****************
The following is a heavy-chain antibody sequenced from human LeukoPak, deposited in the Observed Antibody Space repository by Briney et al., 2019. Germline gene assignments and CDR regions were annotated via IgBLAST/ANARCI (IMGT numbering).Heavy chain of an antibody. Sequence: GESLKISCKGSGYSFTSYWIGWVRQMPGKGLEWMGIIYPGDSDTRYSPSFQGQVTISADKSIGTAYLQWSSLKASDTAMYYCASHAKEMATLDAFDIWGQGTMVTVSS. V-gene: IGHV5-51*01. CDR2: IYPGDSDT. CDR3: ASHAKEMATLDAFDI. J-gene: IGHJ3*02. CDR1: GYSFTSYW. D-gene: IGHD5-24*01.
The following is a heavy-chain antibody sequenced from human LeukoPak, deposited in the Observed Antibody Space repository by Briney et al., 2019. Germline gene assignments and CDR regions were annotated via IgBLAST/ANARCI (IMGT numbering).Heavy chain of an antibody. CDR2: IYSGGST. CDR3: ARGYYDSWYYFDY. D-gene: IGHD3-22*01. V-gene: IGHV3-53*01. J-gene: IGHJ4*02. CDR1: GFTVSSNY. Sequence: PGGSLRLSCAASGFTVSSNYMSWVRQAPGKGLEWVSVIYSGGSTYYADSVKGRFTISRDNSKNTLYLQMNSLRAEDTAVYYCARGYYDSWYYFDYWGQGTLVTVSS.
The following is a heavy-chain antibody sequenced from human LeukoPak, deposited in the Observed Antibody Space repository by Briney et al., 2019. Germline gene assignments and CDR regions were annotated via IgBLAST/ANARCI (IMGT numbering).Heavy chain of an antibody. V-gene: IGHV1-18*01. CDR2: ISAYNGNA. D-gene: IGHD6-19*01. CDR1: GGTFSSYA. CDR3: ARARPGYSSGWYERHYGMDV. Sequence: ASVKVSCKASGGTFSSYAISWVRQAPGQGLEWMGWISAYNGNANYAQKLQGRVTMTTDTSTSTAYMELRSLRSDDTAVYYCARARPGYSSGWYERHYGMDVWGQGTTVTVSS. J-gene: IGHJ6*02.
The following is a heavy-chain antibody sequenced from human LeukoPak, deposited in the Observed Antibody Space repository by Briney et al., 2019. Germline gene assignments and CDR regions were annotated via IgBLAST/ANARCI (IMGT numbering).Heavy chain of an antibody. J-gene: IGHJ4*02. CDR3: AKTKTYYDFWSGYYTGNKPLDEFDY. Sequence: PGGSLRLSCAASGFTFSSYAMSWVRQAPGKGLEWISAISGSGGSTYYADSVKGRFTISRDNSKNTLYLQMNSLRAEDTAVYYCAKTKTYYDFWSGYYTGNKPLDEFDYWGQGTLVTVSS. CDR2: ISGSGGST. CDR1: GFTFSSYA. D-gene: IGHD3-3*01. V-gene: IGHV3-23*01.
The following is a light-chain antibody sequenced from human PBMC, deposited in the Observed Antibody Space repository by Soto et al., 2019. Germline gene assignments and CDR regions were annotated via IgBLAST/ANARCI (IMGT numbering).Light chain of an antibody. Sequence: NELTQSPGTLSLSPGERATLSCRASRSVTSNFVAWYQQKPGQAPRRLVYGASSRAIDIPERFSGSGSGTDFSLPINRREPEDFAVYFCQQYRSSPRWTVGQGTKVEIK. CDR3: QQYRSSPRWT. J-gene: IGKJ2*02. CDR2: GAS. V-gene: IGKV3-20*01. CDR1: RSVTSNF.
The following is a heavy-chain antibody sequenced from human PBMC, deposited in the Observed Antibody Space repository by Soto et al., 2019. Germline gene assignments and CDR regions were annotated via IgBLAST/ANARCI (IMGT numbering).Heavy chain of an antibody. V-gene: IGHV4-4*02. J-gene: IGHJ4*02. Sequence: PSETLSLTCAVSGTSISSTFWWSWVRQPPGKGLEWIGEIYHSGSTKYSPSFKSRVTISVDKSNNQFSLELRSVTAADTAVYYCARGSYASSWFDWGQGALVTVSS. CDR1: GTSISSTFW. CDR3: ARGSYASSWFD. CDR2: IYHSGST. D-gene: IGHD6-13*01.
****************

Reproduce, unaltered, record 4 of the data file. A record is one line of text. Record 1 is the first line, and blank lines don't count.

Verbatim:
The following is a heavy-chain antibody sequenced from human LeukoPak, deposited in the Observed Antibody Space repository by Briney et al., 2019. Germline gene assignments and CDR regions were annotated via IgBLAST/ANARCI (IMGT numbering).Heavy chain of an antibody. J-gene: IGHJ4*02. CDR3: AKTKTYYDFWSGYYTGNKPLDEFDY. Sequence: PGGSLRLSCAASGFTFSSYAMSWVRQAPGKGLEWISAISGSGGSTYYADSVKGRFTISRDNSKNTLYLQMNSLRAEDTAVYYCAKTKTYYDFWSGYYTGNKPLDEFDYWGQGTLVTVSS. CDR2: ISGSGGST. CDR1: GFTFSSYA. D-gene: IGHD3-3*01. V-gene: IGHV3-23*01.